It’s critical to note two points. First, the foregoing chart’s calculation assumes that the tax rate will not increase. Second, all of the data from the chart comes from CISD and from the tax rate table of Montgomery County Tax Assessor-Collector Tammy McRae.

Even more critical, however, is that for an over-65 individual or couple living in The Woodlands Township or within the jurisdiction of a taxing entity, which does not freeze property tax appraisals for over-65 taxpayers, CISD’s aggressive push to increase property tax valuations will result in a 53.24% increase in property taxes for over-65 taxpayers!

Even more critical, however, is that for an over-65 individual or couple living in The Woodlands Township or within the jurisdiction of a taxing entity, which does not freeze property tax appraisals for over-65 taxpayers, CISD’s aggressive push to increase property tax valuations will result in a 53.24% increase in property taxes for over-65 taxpayers!

Spending harms others

When most people examine whether to vote for or against a tax increase look far beyond their own circumstances. It’s important to remember what impact CISD’s tax increase will have on the entire community.

CISD’s $807 million bond will increase total taxation by 61.7% for CISD taxpayers within ten (10) years, according to CISD’s financial projections of the increases in the tax rate and the property tax valuations necessary to service CISD’s bond debt. If one assumes that CISD is telling the truth that it intends to propose another bond in 2023, then CISD’s taxpayers will look forward to a 132% tax increase within ten (10) years. Please see “What Conroe ISD has (quietly) said will happen, when the $807 million bond passes in the May 4 voter referendum,” The Golden Hammer, April 14, 2019.

A 5th grade student in CISD will suffer school taxes more than twice the current school taxes when she or he is in her early thirties trying to start a family. Young adults will work as slaves to pay school taxes and other property taxes, as CISD and other taxing jurisdictions swell their debt and their taxes.

Americans living in the colonial era recognized that taxation was a loss of freedom. Americans living in the twenty-first century are rapidly recognizing that fact as well.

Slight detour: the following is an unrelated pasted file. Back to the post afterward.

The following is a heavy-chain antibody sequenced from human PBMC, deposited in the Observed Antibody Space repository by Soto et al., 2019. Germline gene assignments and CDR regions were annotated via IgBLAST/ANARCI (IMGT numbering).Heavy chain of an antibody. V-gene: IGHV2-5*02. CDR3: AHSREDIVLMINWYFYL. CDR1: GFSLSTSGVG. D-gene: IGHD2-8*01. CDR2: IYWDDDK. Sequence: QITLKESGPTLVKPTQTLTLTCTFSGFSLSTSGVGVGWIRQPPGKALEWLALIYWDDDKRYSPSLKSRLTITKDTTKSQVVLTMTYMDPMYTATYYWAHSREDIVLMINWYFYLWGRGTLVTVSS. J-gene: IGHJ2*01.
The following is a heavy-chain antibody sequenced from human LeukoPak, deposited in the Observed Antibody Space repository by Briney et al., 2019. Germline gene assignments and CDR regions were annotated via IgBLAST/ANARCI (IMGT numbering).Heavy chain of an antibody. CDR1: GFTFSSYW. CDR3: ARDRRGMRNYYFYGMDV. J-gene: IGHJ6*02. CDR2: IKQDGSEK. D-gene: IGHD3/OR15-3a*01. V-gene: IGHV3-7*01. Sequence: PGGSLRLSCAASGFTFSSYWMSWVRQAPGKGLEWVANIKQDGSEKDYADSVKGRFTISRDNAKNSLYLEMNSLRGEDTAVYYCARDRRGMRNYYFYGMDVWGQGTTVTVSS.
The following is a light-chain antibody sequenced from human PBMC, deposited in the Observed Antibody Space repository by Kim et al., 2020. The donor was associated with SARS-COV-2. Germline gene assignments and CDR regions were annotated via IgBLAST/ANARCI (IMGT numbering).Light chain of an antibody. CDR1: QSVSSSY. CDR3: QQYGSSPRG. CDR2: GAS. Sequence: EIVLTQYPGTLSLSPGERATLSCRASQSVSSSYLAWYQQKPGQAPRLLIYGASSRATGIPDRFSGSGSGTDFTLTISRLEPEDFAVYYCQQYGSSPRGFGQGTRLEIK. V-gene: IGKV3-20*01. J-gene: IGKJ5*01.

CISD’s bond actually harms educational outcomes

CISD’s $807 million bond actually harms the educational outcomes for children in the school district. First, CISD admitted in writing that the $807 million bond will do nothing to improve educational outcomes. The second and seemingly more important point is that this $807 million bond package will actually harm students and their teachers.

CISD already pays more than $50 million per year in debt which school taxes must support. The interest payments detract – or more directly, subtract – directly from funds which could otherwise go to pay for teacher salaries and instructional materials for the children in the school district. With the $807 million bond, CISD will pay more $1.3 BILLION in interest payments alone during the next 25 years. Those interest payments will do nothing whatsoever to improve educational outcomes or to support the teachers and children in our public schools.

The $807 million bond contains only $303 million of “needs” and over HALF A BILLION of “wants,” such as Astro-turf for elite athletic fields, curtains for elementary school stages, spending $1.5 million to upgrade a building CISD intends to shut down, $425,000 on an air soft gun range, $245 million to pay for lawyer, architect, and engineer fees, and $131 million or more on maintenance.

Citizens who are 65 or older are the wisdom on which our community must rely to turn back such silliness are precisely the individuals who should vote in the May 4 CISD bond referendum.

 

Comments

comments

You must be logged in to post a comment Login